Natural refrigeration technology is gaining traction with end users, according to speakers at the Atmosphere Conference in March, held in Brussels, but, despite technological successes, there are still challenges to overcome in the form of regulatory obstacles and skill shortages.

Supermarket Transcritical CO2

Supermarket end users reported a key development with the first successful year’s operation of transcritical CO? refrigeration systems in warmer climates. Ambient temperatures above 20°C, previously considered unfeasible for transcritical CO2, now appear to be not only achievable but cost-effective, thanks to recently developed parallel compression and ejector technology.

European retailer Carrefour is spearheading the drive with trial stores in Spain. Asset manager Jean-Michel Fleury reported the trial store in Valencia, which has now been running a transcritical system for 15 months, is showing an astounding return on investment of 1.2 years.

The store, which utilizes a range of energy saving technologies to augment the transcritical system, has posted exceptional operational energy savings. Even without the extra elements, such as glass doors and LED lighting, the net refrigeration system savings registered at 13 percent, Fleury reported.

Arguably more impressive than the energy saving is the proposed cost saving: Carrefour estimates that Alzira will save €792,000 ($854,884) over a 10-year period, despite an increased capital expenditure for the equipment of €94,000 ($101,416).

Its Alzira store uses so-called parallel compression technology that overcomes the inefficiencies associated with carbon dioxide in warmer ambient temperatures.

But, Fleury said another trial store in the region, at Castellon, which uses proprietary Ejector technology as well as parallel compression, is expected to provide energy savings in excess of the Alzira stores.

Gabriel Romero, technical director, Auchan, also reported successful operation of a transcritical booster system in the retailer’s Simply supermarket in Bilbao, Spain. Operating since last July in ambients of 19°-20°C, the system’s energy performance has exceeded expectations, he said.

However, Romero said the cost of components and the lack of skilled maintenance engineers remained serious obstacles to progress.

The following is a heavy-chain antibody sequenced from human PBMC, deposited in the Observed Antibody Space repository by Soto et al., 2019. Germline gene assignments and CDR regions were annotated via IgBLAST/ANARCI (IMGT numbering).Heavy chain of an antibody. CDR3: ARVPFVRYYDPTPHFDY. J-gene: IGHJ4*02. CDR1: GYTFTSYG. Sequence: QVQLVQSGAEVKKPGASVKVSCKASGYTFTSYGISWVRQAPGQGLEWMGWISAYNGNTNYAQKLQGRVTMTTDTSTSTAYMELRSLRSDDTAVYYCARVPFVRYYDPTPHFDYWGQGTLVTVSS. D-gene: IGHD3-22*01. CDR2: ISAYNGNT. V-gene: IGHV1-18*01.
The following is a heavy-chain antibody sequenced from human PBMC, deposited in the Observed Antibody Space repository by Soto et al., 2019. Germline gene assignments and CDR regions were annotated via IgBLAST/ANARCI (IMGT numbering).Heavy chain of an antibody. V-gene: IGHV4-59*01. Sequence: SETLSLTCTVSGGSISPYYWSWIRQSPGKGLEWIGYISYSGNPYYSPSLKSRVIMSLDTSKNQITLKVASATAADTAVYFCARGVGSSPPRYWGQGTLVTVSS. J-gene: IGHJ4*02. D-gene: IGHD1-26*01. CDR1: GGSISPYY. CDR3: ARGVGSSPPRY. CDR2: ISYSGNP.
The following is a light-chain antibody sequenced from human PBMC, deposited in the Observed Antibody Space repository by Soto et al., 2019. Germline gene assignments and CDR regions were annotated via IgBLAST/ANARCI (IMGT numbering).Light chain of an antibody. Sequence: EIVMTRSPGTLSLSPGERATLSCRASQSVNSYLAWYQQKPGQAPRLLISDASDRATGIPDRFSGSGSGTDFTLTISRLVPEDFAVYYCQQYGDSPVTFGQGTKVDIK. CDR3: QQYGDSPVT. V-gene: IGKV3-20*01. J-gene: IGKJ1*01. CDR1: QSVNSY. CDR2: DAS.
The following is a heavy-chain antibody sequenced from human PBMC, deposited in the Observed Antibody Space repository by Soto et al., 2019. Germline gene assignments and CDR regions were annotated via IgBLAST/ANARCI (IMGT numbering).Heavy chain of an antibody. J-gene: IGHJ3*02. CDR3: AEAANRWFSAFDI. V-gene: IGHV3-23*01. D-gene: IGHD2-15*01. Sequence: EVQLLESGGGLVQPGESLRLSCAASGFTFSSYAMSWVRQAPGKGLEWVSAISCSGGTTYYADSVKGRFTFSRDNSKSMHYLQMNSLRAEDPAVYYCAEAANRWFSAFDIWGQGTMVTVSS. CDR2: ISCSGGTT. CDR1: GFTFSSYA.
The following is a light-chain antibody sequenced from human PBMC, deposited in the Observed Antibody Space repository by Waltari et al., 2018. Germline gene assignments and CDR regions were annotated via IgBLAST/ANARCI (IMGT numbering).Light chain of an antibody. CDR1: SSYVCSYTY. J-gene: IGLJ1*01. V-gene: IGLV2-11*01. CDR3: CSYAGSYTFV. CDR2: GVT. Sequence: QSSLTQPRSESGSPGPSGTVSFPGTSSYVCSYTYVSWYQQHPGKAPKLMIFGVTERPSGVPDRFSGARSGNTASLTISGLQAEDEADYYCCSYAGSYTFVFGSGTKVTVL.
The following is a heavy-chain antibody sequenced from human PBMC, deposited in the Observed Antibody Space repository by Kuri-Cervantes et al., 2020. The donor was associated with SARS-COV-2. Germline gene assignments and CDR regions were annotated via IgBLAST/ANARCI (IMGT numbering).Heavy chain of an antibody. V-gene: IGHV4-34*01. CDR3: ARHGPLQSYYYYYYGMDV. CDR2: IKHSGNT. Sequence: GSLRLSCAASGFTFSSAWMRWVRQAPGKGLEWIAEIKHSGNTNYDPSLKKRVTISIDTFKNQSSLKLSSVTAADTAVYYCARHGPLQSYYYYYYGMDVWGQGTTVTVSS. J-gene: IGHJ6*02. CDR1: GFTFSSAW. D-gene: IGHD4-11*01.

Fleury called on national associations, governments, and the supply chain to encourage appropriate training of the installers, and he urged suppliers and installers to invest the time and technology into improving the installations for warmer climates.

Michel de Rooij, manager, store technology, Ahold group, added that the next challenges for his group were to find the appropriate natural refrigerant solution for small store footprints and for a/c systems.

There was more encouraging news from the Belgian market, where Georgios Patkos, director, technical department, the Delhaize group, reported the price gap was narrowing between natural components and the norm. The cost of installing a CO2 transcritical booster system is now just 4 percent higher than an efficient hydrofluorocarbon (HFC) system running R-407F, he said.

The supermarkets were of a consensus that finding a standard natural solution for the HVAC system was more of a challenge. Regulations limiting charge size and use of flammables in buildings are restricting use of HCs in some countries, and there have been calls for the European Commission (EC) to make more concessions to HCs in its regulatory framework.

Supermarket managers agreed that harnessing waste refrigeration heat and using absorption or adsorption chillers was one way of providing HVAC from the transcritical systems.

The scale of the task facing those who have to comply with the F-Gas regulations in Europe was demonstrated by Olaf Schulze, director, energy management of German retail chain, Metro. Schulze outlined a 10-year program of 483 European store upgrades as part of its F-Gas exit plan — a program that will cost more than €1 billion. But, as an indication of how CO2 technology is being exported around the world, he reported that among the upgrades planned this year are installations in Metro stores in China and Russia.

Content for the European Spotlight is provided courtesy of Refrigeration and Air Conditioning Magazine, London. For more information, visit

Publication date: 4/20/2015

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